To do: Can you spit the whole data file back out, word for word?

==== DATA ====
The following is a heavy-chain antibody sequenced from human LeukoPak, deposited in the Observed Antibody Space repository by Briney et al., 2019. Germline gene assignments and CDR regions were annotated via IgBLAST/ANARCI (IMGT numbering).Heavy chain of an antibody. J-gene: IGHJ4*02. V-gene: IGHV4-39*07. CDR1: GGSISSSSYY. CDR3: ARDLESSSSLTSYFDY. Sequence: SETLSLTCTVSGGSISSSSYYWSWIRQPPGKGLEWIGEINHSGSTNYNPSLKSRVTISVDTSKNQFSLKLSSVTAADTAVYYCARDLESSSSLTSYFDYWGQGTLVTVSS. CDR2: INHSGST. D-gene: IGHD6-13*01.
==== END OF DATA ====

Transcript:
The following is a heavy-chain antibody sequenced from human LeukoPak, deposited in the Observed Antibody Space repository by Briney et al., 2019. Germline gene assignments and CDR regions were annotated via IgBLAST/ANARCI (IMGT numbering).Heavy chain of an antibody. J-gene: IGHJ4*02. V-gene: IGHV4-39*07. CDR1: GGSISSSSYY. CDR3: ARDLESSSSLTSYFDY. Sequence: SETLSLTCTVSGGSISSSSYYWSWIRQPPGKGLEWIGEINHSGSTNYNPSLKSRVTISVDTSKNQFSLKLSSVTAADTAVYYCARDLESSSSLTSYFDYWGQGTLVTVSS. CDR2: INHSGST. D-gene: IGHD6-13*01.